Neville Shute devotees will recognize the title of his quiet novel of people in Australia waiting for the inevitable deadly fallout when the rest of the world has committed global nuclear war. It was also a movie starring Gregory Peck and Fred Astair, among others. Good book, pretty good movie.
We haven’t seen a ship for three days now which makes us occasionally wonder if our AIS is working so that we go down to the closet in the Presidential Suite and check the status lights to reassure us.
We saw one dolphin a few days ago. Then a little bird landed on EV and died 12 hours later despite our attempts to give it water. He left a stain in the cockpit and Jack performed the burial at sea.
Other that, there are no signs of life around us or on the airwaves. Even the weather report is done by Iron Mike, a synthesized voice.
When we rode bike trails a lot back in Pittsburgh we’d sometimes come upon a small town empty of inhabitants. Or maybe we arrived too early for an event and found the place deserted. At those times we’d turn to each other and say, “On the beach!”
We hadn’t made water for a few days. Escape Velocity uses a lot of water even when you’re being careful. The heads use fresh handmade pure water to flush. Even the Spectra watermaker uses water to back flush after making water, and our product output is about half of what it should be so we try to keep up with it.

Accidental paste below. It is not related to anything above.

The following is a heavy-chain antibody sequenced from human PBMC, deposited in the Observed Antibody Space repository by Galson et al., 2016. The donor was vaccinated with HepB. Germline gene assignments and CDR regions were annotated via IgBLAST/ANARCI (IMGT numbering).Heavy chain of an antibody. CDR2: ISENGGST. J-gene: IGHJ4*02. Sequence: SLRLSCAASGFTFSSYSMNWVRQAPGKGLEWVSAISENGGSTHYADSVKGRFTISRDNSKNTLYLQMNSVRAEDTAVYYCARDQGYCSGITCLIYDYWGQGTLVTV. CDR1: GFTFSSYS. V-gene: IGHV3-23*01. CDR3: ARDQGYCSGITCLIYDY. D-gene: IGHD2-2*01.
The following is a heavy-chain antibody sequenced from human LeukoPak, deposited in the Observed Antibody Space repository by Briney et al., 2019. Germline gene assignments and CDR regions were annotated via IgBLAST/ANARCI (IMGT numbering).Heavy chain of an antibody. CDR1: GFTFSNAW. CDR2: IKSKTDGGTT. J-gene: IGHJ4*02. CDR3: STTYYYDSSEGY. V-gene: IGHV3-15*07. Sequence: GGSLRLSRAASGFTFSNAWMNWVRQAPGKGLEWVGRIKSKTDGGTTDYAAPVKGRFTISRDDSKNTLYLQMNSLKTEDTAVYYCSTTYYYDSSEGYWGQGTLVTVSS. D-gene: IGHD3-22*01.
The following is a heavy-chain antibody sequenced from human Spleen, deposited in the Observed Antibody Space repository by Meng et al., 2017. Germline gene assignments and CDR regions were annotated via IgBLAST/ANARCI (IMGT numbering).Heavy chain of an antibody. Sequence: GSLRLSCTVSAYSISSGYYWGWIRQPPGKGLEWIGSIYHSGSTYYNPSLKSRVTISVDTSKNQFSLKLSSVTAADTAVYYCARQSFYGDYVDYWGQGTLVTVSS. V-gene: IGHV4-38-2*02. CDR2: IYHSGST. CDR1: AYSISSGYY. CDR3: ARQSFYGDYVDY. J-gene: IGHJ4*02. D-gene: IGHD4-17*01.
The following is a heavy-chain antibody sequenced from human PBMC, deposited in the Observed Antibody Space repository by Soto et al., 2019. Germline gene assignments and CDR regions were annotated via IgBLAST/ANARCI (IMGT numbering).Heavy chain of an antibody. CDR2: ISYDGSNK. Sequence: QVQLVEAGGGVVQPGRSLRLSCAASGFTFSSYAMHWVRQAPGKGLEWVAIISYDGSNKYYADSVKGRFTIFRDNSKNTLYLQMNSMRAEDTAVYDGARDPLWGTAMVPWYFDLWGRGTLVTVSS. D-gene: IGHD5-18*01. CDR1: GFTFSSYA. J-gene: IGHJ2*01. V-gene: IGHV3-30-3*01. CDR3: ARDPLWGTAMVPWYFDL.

We have copious amounts of power between the solar panels and having to run the diesel engine due to not having any wind, so yesterday we cranked up the Spectra watermaker and in a few hours we figured we’d have a full tank of water…nice.
Now, dear Escapees, the cockpit on EV can be a surprisingly noisy place especially running an engine and without any wind the rig and sails tend to slat about and if you add in the woosh and splash of Atlantic Ocean waves into the mix, you can’t hear much else.
As it was nearly time to shut off the watermaker Marce asked me go down to check the pump pressures and if the tank was full to shut down the system. She had just checked fifteen minutes ago. Disaster! The pump motors were running but obviously not pumping anything and a closer look at the pressure gauge reveled that the pointer needle had actually broken off! This is not good.
This passage has been really slow except for the first twelve hours when we could head up North a bit and had a nice breeze to sail in. The new equation is how much fuel can we afford to burn getting out to 66 degrees West and still have a decent reserve in case the trade winds continue to play tricks on us verses how long can we hold out on the water we have in the tanks because there won’t be anymore. The amount of fuel is especially nettlesome because while there are three marks on our fuel gauge between E & F they might as well be labeled eenie, meenie and minie for all the information we get from it. Supposedly somewhere on this yacht there is an official graduated stick. Really?
We are very good at conserving water. We sailed in a friend’s 34′ boat eight days out of Annapolis to Bermuda with a thirty gallon water tank and four people aboard having several gallons left when we raised St. George. The boat didn’t smell so good but come to think of it EV has taken on a bit of a funk as well.
In the mean time we’ve broken out the reserve fuel jugs and one by one we decant them into the main fuel tank while there’s no wind to splash fuel everywhere.
Water pressure pump is off. We’re flushing with a bucket of salt water. Dishes are washed in saltwater and rinsed in fresh. Last night we had a brief rain shower. It was glorious. It’s funny how sailing reduces life to the really important basics. Stuff like we just past 69 degrees west longitude.